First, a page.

UK Gambling Reform Delayed Yet Again Amid Political Turbulence

This is the fourth time the white paper outlining the future of the gambling industry in the UK is being delayed. Contrasting political, business and health-related interests continually disrupt the future of gambling in the UK.

White Paper Publication on Hold Until Elections

The white paper in question was meant to summarize the results of a review, launched in late 2020 into UK’s 2005 Gambling Act. Reform proponents have been busy since 2019 and it was thought this white paper would bring about much-needed updates and regulatory upgrades that address gambling operations in the UK. A couple of weeks ago, it was almost certain that the white paper’s release was imminent. However, the paper’s publication has had a very tumultuous history and that proves true yet again.

The Guardian reports that some Tory MPs and Boris Johnson advisers have concluded the white paper cannot be released until a new Conservative leader was elected to replace Johnson as prime minister. Johnson’s authority is crumbling, and Conservative MPs grow more and more frustrated by their losses, risking losing seats. David Canzini – a senior Johnson adviser, who was previously working at CT Group, a lobbying firm with ties to gambling – has reportedly brought to Johnson’s attention that the white paper cannot be published because it would require signing by his successor.

This pushes the new deadline to September at the earliest, when a new Conservative leader will be elected, constituting a huge blow to pro-reformers. A tangled web of political and economic interests has been the name of the game for almost two years, with conflicting views both within and without the Conservatives. Sir Iain Duncan Smith was very outspoken when criticizing the delays, focusing on the harmful effects of industry, regulated with almost two-decade-old statutes.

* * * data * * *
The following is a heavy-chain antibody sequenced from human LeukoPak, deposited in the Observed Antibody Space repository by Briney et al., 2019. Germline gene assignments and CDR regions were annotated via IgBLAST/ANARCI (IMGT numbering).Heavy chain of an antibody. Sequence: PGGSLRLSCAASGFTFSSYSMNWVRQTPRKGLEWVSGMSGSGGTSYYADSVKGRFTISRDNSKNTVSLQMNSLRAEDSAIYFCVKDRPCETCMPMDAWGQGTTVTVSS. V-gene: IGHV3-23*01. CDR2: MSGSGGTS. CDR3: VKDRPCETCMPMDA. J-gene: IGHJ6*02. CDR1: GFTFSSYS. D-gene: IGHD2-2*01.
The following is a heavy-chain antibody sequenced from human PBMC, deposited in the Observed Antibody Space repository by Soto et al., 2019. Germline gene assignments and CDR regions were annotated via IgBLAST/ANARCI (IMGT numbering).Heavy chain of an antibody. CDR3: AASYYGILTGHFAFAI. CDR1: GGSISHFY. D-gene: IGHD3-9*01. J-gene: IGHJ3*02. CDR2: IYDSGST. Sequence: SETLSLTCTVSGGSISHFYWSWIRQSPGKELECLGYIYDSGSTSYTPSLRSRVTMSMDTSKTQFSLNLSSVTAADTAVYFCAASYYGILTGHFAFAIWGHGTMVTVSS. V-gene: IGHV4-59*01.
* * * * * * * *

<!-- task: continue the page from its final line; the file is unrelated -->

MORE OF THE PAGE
The previous deadline was supposed to be before the summer recess on July 21, was optimistic, according to some MPs and insiders, as the reform is spearheaded by the Department for Digital, Culture, Media and Sport (DCMS). Damian Collins recently took on the role of parliamentary under-secretary of state for online safety at the DCMS, and was tasked with overseeing the release of the document just a fortnight ago, so he still has a lot to catch up on to get up to speed on the biggest reform efforts in the history of the 2005 Gambling Act.

Thousands at Risk Because Of Delay

Another side, voicing its discontentment and concerns was that of charities such as GambleAware, aiming at helping people avoid or cope with gambling harms. Zoe Osmond from GambleAware was cited by the Belfast Telegraph, saying “We are deeply concerned by the risk of further delays to the gambling White Paper. Failure to act now puts more people at risk of gambling harms and only exacerbates what is an increasingly serious public health issue.”

Gambling With Lives is a charity, founded by – and aimed at helping – families, with children who’ve taken their lives because of gambling addiction. A spokesperson told the Guardian that “Tens of thousands more people will be harmed and some will die as a result of this inexcusable delay,” strongly condemning the government’s inability to push the document forward.

As conflicting interests meddle with the process of reforming a hotly debated and obviously problematic legislation, it’s important to note that a rushed decision might not be the most desirable outcome from a process that it supposedly nearing its completion.

Sir Iain Duncan Smith Duncan Smith was reported saying he would “go to war” with the government, if it meant implementing tougher reforms, still commented that although the white paper “wasn’t perfect,” he still would’ve “accepted it because it’s an advance on where we’ve been,” further ascertaining that in the end, some action might be better than no action. At least in the short term, this might be very true.

Leave a Reply

Your email address will not be published.